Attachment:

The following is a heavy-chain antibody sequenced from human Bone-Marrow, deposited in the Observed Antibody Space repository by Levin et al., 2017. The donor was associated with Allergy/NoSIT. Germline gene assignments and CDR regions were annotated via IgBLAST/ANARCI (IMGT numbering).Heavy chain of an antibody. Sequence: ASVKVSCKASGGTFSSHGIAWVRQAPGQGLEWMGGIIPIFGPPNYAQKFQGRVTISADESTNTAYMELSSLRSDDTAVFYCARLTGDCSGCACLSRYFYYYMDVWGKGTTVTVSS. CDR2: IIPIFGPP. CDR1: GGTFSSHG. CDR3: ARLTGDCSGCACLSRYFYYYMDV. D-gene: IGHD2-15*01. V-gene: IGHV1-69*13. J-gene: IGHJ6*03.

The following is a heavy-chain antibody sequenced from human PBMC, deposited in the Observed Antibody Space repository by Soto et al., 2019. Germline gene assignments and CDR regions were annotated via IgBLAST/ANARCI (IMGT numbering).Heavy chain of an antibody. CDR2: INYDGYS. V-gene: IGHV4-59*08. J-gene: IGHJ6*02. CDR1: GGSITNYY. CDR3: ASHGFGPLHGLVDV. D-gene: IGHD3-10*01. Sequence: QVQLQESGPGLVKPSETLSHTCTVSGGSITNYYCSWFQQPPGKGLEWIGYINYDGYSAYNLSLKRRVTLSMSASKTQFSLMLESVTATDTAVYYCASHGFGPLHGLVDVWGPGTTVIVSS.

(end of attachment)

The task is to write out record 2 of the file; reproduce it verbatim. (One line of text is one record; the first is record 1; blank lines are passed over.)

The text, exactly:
The following is a heavy-chain antibody sequenced from human PBMC, deposited in the Observed Antibody Space repository by Soto et al., 2019. Germline gene assignments and CDR regions were annotated via IgBLAST/ANARCI (IMGT numbering).Heavy chain of an antibody. CDR2: INYDGYS. V-gene: IGHV4-59*08. J-gene: IGHJ6*02. CDR1: GGSITNYY. CDR3: ASHGFGPLHGLVDV. D-gene: IGHD3-10*01. Sequence: QVQLQESGPGLVKPSETLSHTCTVSGGSITNYYCSWFQQPPGKGLEWIGYINYDGYSAYNLSLKRRVTLSMSASKTQFSLMLESVTATDTAVYYCASHGFGPLHGLVDVWGPGTTVIVSS.